Man gets 75 days in jail for computer hacking crime

A Juneau man was ordered last week to serve 75 days in jail and three years probation and to complete a domestic violence program for placing spyware on his ex-girlfriend’s computer and intercepting her private emails and pictures, including nude photographs.


Originally facing a felony charge for “criminal use of a computer,” Timothy R. Johnson, 27, pleaded guilty Thursday to the reduced misdemeanor charge of “attempted” criminal use of a computer. He also pleaded guilty to two other misdemeanors for viewing the photographs without her knowledge or consent and for having contacting with her after he had been released from custody as the case was pending in court.

Johnson admitted to placing a keylogger on the woman’s computer, which silently monitors and records key strokes pressed on a keyboard unbeknownst to the computer user. He told police he wanted to see if she was cheating on him, he told police, according to the affidavit.

The woman, however, maintains that they had broken up three months earlier, he had already moved out and she had her house locks changed at that point. She discovered the device on her computer and reported it police in October, stating she suspected Johnson since he kept confronting her with information she never shared with him.

During Thursday’s hearing in Juneau Superior Court, Judge Louis Menendez accepted a plea agreement that called for Johnson to complete the Juneau Choice and Accountability Program, a state-approved domestic violence intervention program run by the Aiding Women In Abuse and Rape Emergencies (AWARE) shelter in Juneau.

“It’s intensive, it addresses the range of conduct that can constitute domestic violence,” Assistant District Attorney Williams said. “Everything from emotional abuse, to this kind of jealousy issues, control issues, all the way to actual acts of violence, which fortunately this case did not have any component of.”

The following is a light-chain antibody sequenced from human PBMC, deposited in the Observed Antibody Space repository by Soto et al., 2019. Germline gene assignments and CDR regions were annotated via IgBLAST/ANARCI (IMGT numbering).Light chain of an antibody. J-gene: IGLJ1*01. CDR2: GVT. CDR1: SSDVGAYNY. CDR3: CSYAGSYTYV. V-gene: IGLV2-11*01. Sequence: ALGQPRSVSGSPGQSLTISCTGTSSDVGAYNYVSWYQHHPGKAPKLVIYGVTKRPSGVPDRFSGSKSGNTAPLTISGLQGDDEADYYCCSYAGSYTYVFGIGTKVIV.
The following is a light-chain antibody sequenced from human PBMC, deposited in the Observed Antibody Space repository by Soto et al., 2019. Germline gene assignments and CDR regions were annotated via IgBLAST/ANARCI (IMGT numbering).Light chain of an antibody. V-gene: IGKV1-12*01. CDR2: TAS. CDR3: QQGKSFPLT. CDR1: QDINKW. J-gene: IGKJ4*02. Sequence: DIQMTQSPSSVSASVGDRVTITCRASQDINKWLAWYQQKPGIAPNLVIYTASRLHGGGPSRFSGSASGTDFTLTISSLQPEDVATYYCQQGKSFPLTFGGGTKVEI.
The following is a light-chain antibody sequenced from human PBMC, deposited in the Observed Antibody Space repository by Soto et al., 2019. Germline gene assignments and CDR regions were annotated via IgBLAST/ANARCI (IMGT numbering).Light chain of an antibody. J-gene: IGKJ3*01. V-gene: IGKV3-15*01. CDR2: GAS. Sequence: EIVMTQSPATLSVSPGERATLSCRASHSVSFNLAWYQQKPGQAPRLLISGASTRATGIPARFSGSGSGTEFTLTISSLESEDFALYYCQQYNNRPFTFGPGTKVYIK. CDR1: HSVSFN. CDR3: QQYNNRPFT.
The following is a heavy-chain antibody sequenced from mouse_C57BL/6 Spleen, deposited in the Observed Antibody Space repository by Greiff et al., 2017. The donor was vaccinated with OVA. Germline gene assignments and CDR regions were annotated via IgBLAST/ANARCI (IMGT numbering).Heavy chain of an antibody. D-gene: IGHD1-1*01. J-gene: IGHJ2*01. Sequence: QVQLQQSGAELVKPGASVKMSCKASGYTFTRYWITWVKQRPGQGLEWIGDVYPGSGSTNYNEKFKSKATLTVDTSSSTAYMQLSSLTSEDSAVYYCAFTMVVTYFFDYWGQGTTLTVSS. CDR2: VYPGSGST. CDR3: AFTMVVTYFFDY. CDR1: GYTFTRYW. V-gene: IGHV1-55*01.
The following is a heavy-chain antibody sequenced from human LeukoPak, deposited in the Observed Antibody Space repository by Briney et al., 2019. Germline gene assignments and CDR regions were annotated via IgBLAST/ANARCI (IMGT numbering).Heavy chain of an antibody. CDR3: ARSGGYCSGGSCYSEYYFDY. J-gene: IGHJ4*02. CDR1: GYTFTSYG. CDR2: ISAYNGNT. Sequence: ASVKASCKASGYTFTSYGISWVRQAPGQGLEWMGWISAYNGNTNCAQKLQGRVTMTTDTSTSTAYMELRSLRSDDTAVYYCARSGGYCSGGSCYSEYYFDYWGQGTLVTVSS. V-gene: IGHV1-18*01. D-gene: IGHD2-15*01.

Williams said she contacted AWARE to see if the JCAP program would be appropriate for Johnson, especially since there was no physical violence involved.

“They said ‘absolutely’ because the broad spectrum of domestic relations encompasses this kind of conduct, and their program is designed to address the entire spectrum,” Williams told the judge.

The victim in the case could not attend the hearing because she could not take off work, but Williams said the plea deal was fashioned with her in mind. The victim has told prosecutors from the start that she does not want Johnson to serve a lengthy jail sentence, but “to help him deal with the issues that underlie the behavior in this case,” Williams said.

“I agree with her, frankly,” Williams said, noting that Johnson does not have a criminal history. “... With this kind of resolution, it saves him from having a felony on his record, although he’s getting three misdemeanors in one shot, which is a significant amount of convictions for someone who previously had none, and he’s going to do 75 days in jail, which for someone who has never done a single day, it’s more than you would typically see.”

Defense attorney Julie Willoughby said her client and the woman, who was not named in court papers or open court, were involved in what can only be described as a “tumultuous relationship.”

“He is embracing the JCAP program,” Willoughby said. “He understands, and has understood for quite a while, that this relationship, the type of dynamics in this relationship, are unhealthy, and they’re not good, and they’re not mature, and he’s excited about going to a program that hopefully will help him learn how to have a better relationship.”

Willoughby said her client grasps the gravity of the charges against him in this case, and while he’s made “some mistakes,” he wants to move forward with his life.

When given the chance to speak to the court, Johnson told the judge, “I apologize for any wrongdoing that I’ve done.”

Menendez told Johnson he hopes the sentence will deter him from similar conduct in the future, and that he can learn relationship skills through the JCAP program. If he can’t, Menendez said he fears that Johnson may end up in court again.

“You may want to take a long, hard look at who you are as an individual and what your next steps will be in the future.”

• Contact reporter Emily Russo Miller at 523-2263 or at


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